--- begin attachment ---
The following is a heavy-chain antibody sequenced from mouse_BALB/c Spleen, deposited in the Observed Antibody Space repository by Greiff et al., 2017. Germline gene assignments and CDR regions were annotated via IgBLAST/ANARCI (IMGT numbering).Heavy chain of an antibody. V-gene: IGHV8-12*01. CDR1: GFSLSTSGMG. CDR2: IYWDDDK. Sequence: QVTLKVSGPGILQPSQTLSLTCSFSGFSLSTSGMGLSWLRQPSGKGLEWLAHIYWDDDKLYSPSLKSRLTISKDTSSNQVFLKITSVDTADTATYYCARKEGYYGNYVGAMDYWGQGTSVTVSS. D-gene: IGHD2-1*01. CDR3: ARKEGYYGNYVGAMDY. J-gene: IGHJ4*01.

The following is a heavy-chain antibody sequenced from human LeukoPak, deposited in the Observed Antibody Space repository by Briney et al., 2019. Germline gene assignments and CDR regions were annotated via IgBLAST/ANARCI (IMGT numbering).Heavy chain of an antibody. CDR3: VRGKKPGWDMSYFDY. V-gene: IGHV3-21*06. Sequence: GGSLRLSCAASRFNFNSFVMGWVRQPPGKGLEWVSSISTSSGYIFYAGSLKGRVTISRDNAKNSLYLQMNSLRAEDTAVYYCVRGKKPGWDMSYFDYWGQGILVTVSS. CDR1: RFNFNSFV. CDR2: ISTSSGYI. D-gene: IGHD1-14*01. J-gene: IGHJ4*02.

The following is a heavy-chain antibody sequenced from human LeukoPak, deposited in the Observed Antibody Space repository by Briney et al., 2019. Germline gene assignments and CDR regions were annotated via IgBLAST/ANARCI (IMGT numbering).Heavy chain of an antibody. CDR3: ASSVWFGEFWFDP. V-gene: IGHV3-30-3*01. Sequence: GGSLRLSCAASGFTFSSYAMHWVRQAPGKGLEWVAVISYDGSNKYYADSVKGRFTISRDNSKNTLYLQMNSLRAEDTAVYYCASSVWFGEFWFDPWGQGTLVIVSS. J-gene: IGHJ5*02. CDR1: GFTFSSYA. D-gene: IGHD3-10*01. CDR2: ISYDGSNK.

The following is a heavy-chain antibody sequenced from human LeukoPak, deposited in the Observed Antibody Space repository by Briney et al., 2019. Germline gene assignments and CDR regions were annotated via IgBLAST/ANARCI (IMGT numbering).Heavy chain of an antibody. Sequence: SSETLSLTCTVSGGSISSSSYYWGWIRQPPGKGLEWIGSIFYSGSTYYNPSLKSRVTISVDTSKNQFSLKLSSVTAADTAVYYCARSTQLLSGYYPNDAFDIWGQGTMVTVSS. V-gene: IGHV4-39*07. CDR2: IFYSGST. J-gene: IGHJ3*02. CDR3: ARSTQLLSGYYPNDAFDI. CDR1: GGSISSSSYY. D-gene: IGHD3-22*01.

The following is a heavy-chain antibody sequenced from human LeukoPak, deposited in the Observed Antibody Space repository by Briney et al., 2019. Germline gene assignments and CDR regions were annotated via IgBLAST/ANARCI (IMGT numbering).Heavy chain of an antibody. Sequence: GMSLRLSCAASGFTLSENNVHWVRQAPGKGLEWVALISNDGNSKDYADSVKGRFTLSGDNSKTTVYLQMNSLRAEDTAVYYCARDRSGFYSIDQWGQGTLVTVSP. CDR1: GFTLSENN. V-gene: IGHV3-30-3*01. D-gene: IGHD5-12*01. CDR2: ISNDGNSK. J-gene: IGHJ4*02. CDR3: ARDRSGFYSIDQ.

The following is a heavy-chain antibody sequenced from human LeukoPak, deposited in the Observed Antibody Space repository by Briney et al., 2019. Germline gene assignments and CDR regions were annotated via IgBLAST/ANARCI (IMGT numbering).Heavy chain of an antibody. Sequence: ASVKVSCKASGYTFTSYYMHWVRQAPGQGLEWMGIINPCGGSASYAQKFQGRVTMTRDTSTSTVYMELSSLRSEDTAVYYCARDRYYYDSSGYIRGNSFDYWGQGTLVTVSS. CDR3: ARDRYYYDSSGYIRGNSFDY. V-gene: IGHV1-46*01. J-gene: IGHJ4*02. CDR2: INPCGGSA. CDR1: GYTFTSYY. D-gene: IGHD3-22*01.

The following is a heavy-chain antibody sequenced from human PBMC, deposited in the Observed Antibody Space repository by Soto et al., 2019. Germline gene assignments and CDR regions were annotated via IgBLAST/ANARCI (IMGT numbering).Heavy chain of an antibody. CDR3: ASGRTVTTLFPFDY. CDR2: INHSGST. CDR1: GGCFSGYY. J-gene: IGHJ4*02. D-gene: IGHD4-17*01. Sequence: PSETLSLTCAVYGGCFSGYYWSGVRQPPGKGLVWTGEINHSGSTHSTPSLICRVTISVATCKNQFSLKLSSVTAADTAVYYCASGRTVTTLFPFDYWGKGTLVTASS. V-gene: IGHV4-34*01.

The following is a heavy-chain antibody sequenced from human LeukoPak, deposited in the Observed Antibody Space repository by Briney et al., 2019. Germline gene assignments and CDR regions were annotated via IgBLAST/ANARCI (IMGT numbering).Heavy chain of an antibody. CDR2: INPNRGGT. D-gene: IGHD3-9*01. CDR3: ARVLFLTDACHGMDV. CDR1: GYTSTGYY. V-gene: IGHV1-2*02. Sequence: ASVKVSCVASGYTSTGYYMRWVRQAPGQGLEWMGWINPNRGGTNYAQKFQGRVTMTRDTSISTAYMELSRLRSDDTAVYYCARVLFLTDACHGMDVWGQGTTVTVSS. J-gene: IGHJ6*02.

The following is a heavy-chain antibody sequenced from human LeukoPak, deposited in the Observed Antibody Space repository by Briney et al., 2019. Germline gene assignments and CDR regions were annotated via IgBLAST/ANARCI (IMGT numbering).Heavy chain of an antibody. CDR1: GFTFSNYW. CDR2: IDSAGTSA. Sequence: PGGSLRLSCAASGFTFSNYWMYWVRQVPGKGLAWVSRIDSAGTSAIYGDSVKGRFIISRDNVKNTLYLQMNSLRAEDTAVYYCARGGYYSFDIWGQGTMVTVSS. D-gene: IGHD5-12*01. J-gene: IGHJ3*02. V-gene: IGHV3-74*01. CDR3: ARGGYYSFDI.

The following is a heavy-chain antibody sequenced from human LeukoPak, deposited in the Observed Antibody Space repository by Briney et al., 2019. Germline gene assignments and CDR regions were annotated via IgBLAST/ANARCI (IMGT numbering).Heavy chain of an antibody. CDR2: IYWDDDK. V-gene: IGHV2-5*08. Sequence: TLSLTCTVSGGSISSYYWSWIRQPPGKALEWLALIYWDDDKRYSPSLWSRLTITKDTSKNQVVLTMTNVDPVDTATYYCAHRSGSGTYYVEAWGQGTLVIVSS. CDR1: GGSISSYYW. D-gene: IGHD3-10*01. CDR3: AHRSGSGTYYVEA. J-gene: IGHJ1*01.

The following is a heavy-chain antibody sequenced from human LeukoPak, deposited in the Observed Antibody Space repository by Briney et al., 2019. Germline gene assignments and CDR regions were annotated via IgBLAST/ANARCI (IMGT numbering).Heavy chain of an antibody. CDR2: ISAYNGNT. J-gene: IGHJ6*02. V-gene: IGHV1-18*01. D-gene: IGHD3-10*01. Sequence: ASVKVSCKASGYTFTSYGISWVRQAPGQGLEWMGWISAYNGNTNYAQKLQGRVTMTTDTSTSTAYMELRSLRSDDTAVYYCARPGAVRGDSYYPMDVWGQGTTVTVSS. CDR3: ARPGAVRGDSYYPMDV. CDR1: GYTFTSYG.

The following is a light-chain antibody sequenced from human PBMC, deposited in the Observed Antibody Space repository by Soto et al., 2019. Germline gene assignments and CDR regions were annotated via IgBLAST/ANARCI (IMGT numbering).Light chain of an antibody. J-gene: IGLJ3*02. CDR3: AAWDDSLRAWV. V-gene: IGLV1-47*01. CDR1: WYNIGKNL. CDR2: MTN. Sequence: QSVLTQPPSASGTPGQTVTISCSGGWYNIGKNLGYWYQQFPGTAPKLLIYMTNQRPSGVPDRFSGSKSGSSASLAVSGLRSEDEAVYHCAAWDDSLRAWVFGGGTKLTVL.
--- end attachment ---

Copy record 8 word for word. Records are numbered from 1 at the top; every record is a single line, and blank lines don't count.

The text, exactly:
The following is a heavy-chain antibody sequenced from human LeukoPak, deposited in the Observed Antibody Space repository by Briney et al., 2019. Germline gene assignments and CDR regions were annotated via IgBLAST/ANARCI (IMGT numbering).Heavy chain of an antibody. CDR2: INPNRGGT. D-gene: IGHD3-9*01. CDR3: ARVLFLTDACHGMDV. CDR1: GYTSTGYY. V-gene: IGHV1-2*02. Sequence: ASVKVSCVASGYTSTGYYMRWVRQAPGQGLEWMGWINPNRGGTNYAQKFQGRVTMTRDTSISTAYMELSRLRSDDTAVYYCARVLFLTDACHGMDVWGQGTTVTVSS. J-gene: IGHJ6*02.